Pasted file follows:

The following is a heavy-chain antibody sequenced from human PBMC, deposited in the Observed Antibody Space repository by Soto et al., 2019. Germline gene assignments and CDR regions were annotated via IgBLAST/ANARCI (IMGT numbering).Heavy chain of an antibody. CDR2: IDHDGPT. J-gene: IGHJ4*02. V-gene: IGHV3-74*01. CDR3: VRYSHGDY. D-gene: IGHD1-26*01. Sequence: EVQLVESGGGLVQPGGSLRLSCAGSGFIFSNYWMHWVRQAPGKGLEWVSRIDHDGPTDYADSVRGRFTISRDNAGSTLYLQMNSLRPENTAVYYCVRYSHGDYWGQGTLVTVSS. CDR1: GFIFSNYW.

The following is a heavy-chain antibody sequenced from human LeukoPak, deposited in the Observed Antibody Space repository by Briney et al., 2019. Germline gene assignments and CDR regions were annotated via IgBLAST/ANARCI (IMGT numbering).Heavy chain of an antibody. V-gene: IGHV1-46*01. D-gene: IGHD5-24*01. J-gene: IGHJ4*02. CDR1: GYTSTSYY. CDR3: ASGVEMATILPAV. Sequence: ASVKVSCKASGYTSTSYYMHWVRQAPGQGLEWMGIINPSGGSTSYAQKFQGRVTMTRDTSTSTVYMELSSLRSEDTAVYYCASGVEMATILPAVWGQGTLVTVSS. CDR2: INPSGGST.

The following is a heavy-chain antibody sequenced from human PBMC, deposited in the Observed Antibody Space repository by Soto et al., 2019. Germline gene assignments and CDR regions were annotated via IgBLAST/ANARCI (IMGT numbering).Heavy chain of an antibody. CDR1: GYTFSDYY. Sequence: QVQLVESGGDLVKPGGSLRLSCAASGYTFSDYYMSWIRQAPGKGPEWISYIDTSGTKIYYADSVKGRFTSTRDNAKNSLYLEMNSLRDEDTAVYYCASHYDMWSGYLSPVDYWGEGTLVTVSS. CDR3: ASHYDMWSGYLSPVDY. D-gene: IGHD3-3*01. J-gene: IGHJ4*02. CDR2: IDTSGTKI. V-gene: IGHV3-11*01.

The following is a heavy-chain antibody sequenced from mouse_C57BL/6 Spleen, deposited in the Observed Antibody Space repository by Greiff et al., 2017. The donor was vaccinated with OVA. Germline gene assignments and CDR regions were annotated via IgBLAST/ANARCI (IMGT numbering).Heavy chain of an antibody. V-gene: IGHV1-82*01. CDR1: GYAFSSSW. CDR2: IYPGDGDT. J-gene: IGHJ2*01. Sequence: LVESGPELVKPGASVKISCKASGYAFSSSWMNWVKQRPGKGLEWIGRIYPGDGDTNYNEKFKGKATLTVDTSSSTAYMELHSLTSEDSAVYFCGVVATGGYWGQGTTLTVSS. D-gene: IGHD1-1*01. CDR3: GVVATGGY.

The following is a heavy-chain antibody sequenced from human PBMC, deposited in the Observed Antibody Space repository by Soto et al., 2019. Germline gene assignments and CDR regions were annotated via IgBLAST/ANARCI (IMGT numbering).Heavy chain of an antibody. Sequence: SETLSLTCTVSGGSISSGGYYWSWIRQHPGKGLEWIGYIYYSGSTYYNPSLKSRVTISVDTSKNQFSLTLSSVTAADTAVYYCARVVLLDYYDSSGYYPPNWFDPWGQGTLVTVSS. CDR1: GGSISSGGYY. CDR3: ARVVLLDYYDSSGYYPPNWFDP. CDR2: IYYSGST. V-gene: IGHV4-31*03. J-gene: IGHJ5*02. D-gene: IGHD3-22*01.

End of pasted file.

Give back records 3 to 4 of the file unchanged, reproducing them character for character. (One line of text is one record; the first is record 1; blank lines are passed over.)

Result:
The following is a heavy-chain antibody sequenced from human PBMC, deposited in the Observed Antibody Space repository by Soto et al., 2019. Germline gene assignments and CDR regions were annotated via IgBLAST/ANARCI (IMGT numbering).Heavy chain of an antibody. CDR1: GYTFSDYY. Sequence: QVQLVESGGDLVKPGGSLRLSCAASGYTFSDYYMSWIRQAPGKGPEWISYIDTSGTKIYYADSVKGRFTSTRDNAKNSLYLEMNSLRDEDTAVYYCASHYDMWSGYLSPVDYWGEGTLVTVSS. CDR3: ASHYDMWSGYLSPVDY. D-gene: IGHD3-3*01. J-gene: IGHJ4*02. CDR2: IDTSGTKI. V-gene: IGHV3-11*01.

The following is a heavy-chain antibody sequenced from mouse_C57BL/6 Spleen, deposited in the Observed Antibody Space repository by Greiff et al., 2017. The donor was vaccinated with OVA. Germline gene assignments and CDR regions were annotated via IgBLAST/ANARCI (IMGT numbering).Heavy chain of an antibody. V-gene: IGHV1-82*01. CDR1: GYAFSSSW. CDR2: IYPGDGDT. J-gene: IGHJ2*01. Sequence: LVESGPELVKPGASVKISCKASGYAFSSSWMNWVKQRPGKGLEWIGRIYPGDGDTNYNEKFKGKATLTVDTSSSTAYMELHSLTSEDSAVYFCGVVATGGYWGQGTTLTVSS. D-gene: IGHD1-1*01. CDR3: GVVATGGY.